MSN’s Liz Pulliam Weston makes a strong case that everyone should have a durable power of attorney for health care, a durable power of attorney for finances, and a living will. Should you become incapacitated, these documents will name someone to make decisions about your medical care and finances (you don’t need to choose the same person for both), and will enable you to state whether you would want your life to be sustained through artificial means.
It’s natural to resist thinking about some of these decisions. However, should something happen to you, it would be a gift to your loved ones to have made these decisions ahead of time.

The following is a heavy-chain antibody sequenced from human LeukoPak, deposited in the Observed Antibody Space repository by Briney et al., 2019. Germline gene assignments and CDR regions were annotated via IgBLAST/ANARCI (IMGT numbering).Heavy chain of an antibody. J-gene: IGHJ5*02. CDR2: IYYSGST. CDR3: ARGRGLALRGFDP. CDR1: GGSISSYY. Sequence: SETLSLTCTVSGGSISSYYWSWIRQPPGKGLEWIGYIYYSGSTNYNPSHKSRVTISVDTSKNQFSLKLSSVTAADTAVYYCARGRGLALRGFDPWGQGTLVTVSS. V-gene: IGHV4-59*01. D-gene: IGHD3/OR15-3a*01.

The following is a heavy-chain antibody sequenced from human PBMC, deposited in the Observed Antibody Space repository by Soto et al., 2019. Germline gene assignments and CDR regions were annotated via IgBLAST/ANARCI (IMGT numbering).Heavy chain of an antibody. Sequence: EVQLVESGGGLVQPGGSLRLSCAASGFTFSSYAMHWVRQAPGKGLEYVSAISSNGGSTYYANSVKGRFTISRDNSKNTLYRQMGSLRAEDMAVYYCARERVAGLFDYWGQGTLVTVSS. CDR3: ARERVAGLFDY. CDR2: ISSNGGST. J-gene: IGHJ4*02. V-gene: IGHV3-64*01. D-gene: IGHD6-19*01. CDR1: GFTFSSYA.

If you don’t have such forms, the MSN article suggested talking with an attorney (get a referral from a friend who has such documents) or taking a do-it-yourself approach via software like Quicken Willmaker, which can help with each of these documents (if you have a PC). Everyone should also have a will, a document that’s especially important if you have children since it enables you to name a guardian.
Whether you’ll want to use the do-it-yourself method, especially with a will, depends, in part, on the complexity of your estate. We used an attorney for all of these documents. While I know people who are very comfortable with the do-it-yourself process, I wanted the added peace of mind of knowing that the documents were done right.